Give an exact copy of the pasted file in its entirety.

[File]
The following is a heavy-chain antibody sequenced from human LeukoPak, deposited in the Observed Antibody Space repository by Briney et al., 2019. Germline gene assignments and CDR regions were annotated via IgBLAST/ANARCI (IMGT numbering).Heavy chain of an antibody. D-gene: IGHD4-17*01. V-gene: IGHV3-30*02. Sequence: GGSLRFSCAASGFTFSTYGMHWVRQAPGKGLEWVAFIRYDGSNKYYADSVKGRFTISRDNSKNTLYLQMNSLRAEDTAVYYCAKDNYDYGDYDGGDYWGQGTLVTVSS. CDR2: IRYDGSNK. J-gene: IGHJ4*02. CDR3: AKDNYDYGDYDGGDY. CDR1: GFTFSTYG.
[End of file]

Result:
The following is a heavy-chain antibody sequenced from human LeukoPak, deposited in the Observed Antibody Space repository by Briney et al., 2019. Germline gene assignments and CDR regions were annotated via IgBLAST/ANARCI (IMGT numbering).Heavy chain of an antibody. D-gene: IGHD4-17*01. V-gene: IGHV3-30*02. Sequence: GGSLRFSCAASGFTFSTYGMHWVRQAPGKGLEWVAFIRYDGSNKYYADSVKGRFTISRDNSKNTLYLQMNSLRAEDTAVYYCAKDNYDYGDYDGGDYWGQGTLVTVSS. CDR2: IRYDGSNK. J-gene: IGHJ4*02. CDR3: AKDNYDYGDYDGGDY. CDR1: GFTFSTYG.